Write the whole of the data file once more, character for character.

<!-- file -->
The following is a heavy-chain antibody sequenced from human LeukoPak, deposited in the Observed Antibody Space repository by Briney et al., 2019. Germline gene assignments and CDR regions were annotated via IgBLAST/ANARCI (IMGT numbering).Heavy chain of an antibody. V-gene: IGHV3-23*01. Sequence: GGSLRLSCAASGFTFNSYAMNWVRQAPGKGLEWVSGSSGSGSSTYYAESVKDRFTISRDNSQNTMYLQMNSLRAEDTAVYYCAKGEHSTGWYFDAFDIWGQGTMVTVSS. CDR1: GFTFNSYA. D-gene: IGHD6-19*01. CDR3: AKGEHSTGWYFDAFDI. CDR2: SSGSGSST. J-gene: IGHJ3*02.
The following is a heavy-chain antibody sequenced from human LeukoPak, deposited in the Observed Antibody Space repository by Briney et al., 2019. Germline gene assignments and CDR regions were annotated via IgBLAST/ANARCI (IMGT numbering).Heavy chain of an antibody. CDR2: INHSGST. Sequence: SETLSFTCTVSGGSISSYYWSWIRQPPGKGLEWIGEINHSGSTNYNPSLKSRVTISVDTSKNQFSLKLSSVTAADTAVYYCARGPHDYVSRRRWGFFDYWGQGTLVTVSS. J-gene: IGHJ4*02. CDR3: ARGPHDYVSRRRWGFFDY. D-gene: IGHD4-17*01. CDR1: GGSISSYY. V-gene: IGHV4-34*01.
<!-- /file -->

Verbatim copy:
The following is a heavy-chain antibody sequenced from human LeukoPak, deposited in the Observed Antibody Space repository by Briney et al., 2019. Germline gene assignments and CDR regions were annotated via IgBLAST/ANARCI (IMGT numbering).Heavy chain of an antibody. V-gene: IGHV3-23*01. Sequence: GGSLRLSCAASGFTFNSYAMNWVRQAPGKGLEWVSGSSGSGSSTYYAESVKDRFTISRDNSQNTMYLQMNSLRAEDTAVYYCAKGEHSTGWYFDAFDIWGQGTMVTVSS. CDR1: GFTFNSYA. D-gene: IGHD6-19*01. CDR3: AKGEHSTGWYFDAFDI. CDR2: SSGSGSST. J-gene: IGHJ3*02.
The following is a heavy-chain antibody sequenced from human LeukoPak, deposited in the Observed Antibody Space repository by Briney et al., 2019. Germline gene assignments and CDR regions were annotated via IgBLAST/ANARCI (IMGT numbering).Heavy chain of an antibody. CDR2: INHSGST. Sequence: SETLSFTCTVSGGSISSYYWSWIRQPPGKGLEWIGEINHSGSTNYNPSLKSRVTISVDTSKNQFSLKLSSVTAADTAVYYCARGPHDYVSRRRWGFFDYWGQGTLVTVSS. J-gene: IGHJ4*02. CDR3: ARGPHDYVSRRRWGFFDY. D-gene: IGHD4-17*01. CDR1: GGSISSYY. V-gene: IGHV4-34*01.